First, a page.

The health and well-being of adolescent mothers and their children has been largely overlooked in the context of the global HIV response. The scale of vulnerability is significant:

  • There are an estimated 11.4 million adolescent mothers in sub-Saharan Africa, most of whom live in adverse conditions.
  • By the age of 18, 42% of adolescent girls and young women living in urban areas, and more than 50% of those living in rural areas, have been pregnant.
  • Four of every five new HIV infections among 15-19 year olds in sub-Saharan Africa occur among adolescent girls.
  • Late pregnancy and breastfeeding are two high-risk periods for HIV infection and early unintended pregnancy during adolescence is a risk factor for later HIV infection. Adolescent mothers and their children in sub-Saharan Africa are at greater risk of HIV infection and less likely to receive or stay on treatment.
  • They are also at the epicentre of intersecting vulnerabilities, including those associated with gender inequality, poverty, violence, exclusion, poor education, and early childhood developmental delays that limit generations across a lifetime.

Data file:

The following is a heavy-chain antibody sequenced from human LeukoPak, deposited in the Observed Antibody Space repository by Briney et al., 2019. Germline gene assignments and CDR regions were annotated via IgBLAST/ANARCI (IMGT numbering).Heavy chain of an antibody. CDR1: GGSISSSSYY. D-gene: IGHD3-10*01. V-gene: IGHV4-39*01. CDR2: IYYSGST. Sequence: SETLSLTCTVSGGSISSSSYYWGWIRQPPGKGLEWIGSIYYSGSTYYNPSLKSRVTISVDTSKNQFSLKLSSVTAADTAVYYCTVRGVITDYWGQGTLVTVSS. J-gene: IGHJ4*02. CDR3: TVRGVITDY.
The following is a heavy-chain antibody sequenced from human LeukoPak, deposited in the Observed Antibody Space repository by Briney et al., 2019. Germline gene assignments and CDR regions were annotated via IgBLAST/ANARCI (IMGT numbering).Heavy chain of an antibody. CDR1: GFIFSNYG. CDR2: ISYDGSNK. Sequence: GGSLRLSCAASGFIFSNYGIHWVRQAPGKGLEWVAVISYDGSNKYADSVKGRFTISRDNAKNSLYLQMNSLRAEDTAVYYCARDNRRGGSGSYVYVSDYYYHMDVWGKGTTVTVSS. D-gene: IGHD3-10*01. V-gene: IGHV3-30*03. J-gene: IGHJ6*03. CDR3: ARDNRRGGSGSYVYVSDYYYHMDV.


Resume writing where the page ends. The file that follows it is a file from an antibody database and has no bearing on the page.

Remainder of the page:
Understanding the unique challenges in reaching this particularly vulnerable population — as well as the urgency required to do so — is essential. The Coalition is working to facilitate this understanding by:

  • Hosting a webinar in partnership with the Elizabeth Glaser Pediatric AIDS Foundation and the World Health Organization. A recording of the webinar is available here. The slides are available to be downloaded here.
  • Publishing a background note, outlining the current evidence on the experiences of young mothers affected by HIV and their children, the impact this has on how well they do across HIV-specific and SDG-related indicators, and solutions that may deliver improvements across several HIV and SDG targets simultaneously.
  • Producing a video in which we hear directly from young, HIV affected mothers as to their experience and what they see as effective solutions.
  • In partnership with the World Health Organization, hosting a learning session among scientific and programmatic experts to better understand why HIV-affected adolescent mothers and their children are being left behind and what can be done about it.
  • Building awareness of the issue in the media.